Will Gold Rally In January After The Fed Hike?

December as usual. Another Fed hike is behind us. Will we now see a rally in gold in January?

Fed Hiked But It Will Monitor Risks

Yesterday, the FOMC published the monetary policy statement from its latest meeting that took place on December 18th-19th. In line with the expectations, the US central bank raised the federal funds rate by 25 basis points to the target range of 2.25 to 2.50 percent (it was the ninth lift since 2015):

In view of realized and expected labor market conditions and inflation, the Committee decided to raise the target range for the federal funds rate to 2-1/4 to 2 1/2 percent.

In related actions, the Board of Governors also hiked the primary credit rate from 2.75 to 3.00 percent and the interest rate paid on required and excess reserve balances from 2.20 to 2.40 percent (the Fed raised it by just 20 basis points to get better control over the federal funds rate and keep it within the targeted range).

Besides the hikes, the statement was slightly changed from the November version. The overview of the economy is the same as previously. But there were two important modifications. First, the Fed officials included word “some” in their judgment (no longer an expectation – another change) about the necessity of further gradual hikes:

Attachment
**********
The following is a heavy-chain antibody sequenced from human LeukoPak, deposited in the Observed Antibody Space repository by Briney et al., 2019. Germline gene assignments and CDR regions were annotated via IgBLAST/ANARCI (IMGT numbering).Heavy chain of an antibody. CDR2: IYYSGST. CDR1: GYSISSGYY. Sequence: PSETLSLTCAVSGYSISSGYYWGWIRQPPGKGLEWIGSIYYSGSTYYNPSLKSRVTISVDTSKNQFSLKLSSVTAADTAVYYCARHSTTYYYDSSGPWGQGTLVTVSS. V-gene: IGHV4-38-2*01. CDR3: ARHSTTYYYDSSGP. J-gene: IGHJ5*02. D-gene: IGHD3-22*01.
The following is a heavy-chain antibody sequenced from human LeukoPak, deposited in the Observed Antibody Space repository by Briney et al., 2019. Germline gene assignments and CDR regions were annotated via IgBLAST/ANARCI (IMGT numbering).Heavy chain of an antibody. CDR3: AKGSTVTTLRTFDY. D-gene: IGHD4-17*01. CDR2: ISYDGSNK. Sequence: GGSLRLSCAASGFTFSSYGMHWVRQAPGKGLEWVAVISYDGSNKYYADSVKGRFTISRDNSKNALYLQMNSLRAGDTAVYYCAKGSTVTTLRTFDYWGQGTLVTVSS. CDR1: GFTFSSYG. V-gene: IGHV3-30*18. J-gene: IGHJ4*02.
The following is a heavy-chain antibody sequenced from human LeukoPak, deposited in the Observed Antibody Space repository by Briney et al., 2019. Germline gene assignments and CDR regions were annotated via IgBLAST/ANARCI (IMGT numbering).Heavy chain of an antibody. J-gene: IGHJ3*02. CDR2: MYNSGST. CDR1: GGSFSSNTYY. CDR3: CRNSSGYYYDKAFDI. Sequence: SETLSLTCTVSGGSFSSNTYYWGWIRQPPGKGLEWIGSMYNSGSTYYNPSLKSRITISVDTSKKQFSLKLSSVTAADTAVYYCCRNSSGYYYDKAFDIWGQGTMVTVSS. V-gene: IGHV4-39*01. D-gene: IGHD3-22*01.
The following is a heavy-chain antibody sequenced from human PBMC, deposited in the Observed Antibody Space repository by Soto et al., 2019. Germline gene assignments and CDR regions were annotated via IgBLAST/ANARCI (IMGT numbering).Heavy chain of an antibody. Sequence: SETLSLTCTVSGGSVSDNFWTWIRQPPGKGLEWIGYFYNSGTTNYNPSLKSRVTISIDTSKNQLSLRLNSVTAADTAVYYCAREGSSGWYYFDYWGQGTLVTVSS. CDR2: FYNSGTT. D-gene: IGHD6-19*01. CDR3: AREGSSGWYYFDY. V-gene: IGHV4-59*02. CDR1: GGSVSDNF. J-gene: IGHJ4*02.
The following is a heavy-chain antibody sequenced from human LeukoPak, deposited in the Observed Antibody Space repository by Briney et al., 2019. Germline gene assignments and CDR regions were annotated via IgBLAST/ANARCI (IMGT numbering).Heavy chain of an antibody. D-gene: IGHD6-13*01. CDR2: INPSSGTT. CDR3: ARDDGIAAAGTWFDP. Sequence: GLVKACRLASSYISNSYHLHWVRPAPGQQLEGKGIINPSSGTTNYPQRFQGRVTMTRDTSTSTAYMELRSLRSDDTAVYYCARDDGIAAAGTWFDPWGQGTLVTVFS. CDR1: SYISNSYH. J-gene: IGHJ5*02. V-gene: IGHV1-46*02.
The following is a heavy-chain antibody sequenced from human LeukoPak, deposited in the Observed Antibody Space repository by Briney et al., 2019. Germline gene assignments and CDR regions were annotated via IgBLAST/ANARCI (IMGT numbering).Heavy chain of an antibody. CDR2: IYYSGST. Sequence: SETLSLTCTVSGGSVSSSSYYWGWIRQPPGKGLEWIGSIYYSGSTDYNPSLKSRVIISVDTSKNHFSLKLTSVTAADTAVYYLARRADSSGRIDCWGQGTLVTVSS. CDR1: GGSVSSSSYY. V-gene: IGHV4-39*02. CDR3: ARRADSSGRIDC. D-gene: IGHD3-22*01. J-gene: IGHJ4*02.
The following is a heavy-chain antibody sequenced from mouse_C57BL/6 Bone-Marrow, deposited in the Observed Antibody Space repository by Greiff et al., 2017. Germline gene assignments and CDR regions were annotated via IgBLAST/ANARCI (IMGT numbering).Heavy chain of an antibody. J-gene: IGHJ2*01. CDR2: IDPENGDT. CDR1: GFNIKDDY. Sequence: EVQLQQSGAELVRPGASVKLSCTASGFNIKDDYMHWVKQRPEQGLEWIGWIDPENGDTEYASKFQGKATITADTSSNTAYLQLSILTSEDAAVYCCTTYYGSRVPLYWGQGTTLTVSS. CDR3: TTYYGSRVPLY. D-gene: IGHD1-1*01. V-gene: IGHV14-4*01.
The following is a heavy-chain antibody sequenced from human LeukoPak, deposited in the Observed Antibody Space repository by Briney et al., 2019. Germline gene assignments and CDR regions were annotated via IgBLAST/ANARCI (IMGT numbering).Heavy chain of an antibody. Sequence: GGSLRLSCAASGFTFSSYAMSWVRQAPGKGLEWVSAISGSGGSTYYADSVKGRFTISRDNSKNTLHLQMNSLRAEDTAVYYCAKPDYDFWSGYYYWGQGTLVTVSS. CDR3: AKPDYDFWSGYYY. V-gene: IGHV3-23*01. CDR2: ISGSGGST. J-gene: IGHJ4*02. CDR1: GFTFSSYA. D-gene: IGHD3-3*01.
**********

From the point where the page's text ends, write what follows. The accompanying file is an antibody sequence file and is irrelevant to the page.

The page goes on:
The Committee judges that some further gradual increases in the target range for the federal funds rate will be consistent with sustained expansion of economic activity, strong labor market conditions, and inflation near the Committee's symmetric 2 percent objective over the medium term.

The addition of that determiner might be seen as dovish signal. According to Cambridge dictionary, “some” means “an amount or number of something that is not stated or not known”. In theory, thus, that inclusion does not change anything, as the number of further hikes was previously not stated or even not known as well.

However, why should the Fed add a word if not for sending a signal? After all, the word “some” also means “small amount; a little.” We use “some” when we want to soften an expression: to some degree, somewhat, etc. Hence, the Fed may be preparing market participants for further hikes, but not for many of them, just some of them. This is good news for the gold market.

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